|Poll: School board members prefer diminished federal role in education|
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The federal government should play a less active role in how schools evaluate teachers, test students or adopt learning standards, according to a poll of school board members.
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On Board Online • July 20, 2015
By Cathy Woodruff
The state Legislature last month wrapped up a relatively restrained 2015 session that featured a mixed bag of results for NYSSBA. The session was most notable, in part, for the actions lawmakers declined to take.
"We thank lawmakers for rejecting the education investment tax credit and avoiding an increase in the charter school cap," NYSSBA Executive Director Timothy G. Kremer said. "Both proposals would have been damaging to the state's public schools, which serve the vast majority of students."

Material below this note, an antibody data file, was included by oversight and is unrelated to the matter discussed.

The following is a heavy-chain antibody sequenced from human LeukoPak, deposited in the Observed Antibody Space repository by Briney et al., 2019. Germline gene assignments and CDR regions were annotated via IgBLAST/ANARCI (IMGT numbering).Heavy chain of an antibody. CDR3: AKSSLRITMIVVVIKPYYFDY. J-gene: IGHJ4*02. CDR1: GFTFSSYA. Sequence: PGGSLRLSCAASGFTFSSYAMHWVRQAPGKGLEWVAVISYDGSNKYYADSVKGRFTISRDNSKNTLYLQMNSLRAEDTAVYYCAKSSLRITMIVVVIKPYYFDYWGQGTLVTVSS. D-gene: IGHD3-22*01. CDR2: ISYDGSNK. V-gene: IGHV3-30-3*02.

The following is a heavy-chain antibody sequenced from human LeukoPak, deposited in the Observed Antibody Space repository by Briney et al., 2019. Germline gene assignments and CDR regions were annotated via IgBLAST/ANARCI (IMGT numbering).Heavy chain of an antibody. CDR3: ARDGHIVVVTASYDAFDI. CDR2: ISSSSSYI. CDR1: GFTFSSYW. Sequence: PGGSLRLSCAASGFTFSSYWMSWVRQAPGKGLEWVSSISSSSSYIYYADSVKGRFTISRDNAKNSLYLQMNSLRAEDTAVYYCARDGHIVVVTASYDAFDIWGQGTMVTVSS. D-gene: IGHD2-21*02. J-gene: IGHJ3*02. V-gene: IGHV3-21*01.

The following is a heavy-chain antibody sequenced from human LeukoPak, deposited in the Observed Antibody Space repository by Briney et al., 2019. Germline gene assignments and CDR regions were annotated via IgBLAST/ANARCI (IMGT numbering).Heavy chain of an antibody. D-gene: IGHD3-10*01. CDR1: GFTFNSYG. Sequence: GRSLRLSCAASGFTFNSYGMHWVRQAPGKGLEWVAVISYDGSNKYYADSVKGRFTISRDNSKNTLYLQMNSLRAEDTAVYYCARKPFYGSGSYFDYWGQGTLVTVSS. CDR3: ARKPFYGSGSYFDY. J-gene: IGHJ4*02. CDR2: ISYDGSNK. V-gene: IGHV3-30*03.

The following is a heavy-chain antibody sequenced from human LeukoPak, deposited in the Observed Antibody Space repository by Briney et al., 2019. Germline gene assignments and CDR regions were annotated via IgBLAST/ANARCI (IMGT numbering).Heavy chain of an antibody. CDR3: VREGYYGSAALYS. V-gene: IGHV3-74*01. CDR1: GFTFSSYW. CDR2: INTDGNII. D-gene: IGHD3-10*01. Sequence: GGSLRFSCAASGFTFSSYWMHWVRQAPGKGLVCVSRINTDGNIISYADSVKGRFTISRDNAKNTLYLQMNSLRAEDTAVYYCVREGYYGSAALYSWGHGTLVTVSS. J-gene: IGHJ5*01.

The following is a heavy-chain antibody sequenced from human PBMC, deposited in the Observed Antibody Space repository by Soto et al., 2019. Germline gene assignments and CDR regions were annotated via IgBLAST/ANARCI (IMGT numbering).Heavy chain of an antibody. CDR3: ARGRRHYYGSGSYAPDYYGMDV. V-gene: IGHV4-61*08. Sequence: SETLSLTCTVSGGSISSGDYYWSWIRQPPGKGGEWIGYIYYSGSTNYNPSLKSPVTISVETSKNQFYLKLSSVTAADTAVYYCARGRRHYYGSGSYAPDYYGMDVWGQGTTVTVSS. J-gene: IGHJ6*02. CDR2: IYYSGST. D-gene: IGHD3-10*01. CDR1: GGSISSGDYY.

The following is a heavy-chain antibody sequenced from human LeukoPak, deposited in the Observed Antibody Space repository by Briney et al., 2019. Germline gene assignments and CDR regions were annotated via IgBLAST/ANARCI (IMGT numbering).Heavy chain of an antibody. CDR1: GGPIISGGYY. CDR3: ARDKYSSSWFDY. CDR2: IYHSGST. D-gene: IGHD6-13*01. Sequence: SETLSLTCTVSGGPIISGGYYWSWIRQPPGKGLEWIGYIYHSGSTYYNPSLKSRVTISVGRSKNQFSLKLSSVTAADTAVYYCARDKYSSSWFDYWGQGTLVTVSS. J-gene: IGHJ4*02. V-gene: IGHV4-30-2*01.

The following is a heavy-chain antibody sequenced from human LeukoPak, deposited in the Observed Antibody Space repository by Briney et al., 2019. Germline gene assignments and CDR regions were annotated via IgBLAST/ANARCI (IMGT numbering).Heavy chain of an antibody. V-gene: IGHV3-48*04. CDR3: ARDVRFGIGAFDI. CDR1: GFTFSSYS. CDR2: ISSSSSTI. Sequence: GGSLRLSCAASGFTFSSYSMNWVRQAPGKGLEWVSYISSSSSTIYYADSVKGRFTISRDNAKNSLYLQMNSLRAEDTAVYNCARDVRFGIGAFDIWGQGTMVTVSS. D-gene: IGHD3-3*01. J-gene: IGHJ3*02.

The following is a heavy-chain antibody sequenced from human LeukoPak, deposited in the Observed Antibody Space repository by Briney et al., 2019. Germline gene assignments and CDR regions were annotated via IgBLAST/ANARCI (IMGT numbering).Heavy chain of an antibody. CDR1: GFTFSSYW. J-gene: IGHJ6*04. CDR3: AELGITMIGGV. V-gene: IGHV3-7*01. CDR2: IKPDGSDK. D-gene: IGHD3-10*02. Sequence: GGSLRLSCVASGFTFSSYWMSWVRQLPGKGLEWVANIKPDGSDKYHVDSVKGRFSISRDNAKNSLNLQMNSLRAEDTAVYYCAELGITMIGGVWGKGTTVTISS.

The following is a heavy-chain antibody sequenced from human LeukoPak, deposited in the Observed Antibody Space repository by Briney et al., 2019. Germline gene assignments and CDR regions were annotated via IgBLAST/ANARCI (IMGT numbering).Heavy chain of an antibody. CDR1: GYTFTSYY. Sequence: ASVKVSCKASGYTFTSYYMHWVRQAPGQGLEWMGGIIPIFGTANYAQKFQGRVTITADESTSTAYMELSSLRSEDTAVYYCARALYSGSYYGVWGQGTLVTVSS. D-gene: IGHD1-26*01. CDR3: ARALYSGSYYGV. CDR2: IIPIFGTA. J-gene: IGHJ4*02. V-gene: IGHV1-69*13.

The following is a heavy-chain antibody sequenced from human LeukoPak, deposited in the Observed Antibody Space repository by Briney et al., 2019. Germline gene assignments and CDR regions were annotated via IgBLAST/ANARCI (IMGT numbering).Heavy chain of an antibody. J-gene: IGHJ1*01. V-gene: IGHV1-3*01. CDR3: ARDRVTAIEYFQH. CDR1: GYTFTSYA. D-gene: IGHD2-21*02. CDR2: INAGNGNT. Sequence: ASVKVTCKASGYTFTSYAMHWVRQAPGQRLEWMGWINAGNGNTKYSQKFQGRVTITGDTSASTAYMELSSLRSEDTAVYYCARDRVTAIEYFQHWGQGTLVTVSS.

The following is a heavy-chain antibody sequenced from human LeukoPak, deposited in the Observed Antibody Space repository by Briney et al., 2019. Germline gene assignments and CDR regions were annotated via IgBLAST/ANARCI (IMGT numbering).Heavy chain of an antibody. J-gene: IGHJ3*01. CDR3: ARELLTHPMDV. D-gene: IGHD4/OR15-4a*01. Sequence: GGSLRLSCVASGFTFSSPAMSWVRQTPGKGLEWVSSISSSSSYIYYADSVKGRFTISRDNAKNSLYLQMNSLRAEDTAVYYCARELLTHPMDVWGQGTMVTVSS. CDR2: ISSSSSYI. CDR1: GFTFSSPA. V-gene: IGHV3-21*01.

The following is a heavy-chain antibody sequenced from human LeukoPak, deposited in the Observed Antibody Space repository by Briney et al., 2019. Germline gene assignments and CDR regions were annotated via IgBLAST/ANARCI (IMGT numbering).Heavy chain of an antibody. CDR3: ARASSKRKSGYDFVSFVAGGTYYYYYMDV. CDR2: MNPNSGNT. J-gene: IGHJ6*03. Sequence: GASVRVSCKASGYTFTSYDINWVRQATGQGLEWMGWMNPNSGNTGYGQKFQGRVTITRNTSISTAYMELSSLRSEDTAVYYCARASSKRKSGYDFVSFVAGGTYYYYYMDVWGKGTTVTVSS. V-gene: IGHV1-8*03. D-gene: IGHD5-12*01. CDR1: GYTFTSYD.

The closing weeks of the legislative session were marked by intense lobbying surrounding the proposed tax credit, which would have provided new incentives for donations to private schools and others at an estimated cost of $150 million annually. Instead, the Legislature approved payment of $250 million to reimburse private schools for mandated services provided in prior years.
Proposals from the governor and the Senate to raise the charter cap by as many as 100 schools ultimately were replaced by modifications that keep the cap at 460. The changes effectively expand the number of charters available in New York City by about 25 by making a limited number of charters from now-closed schools available again and shifting a few charters from outside NYC region into NYC.Read the entire article>>
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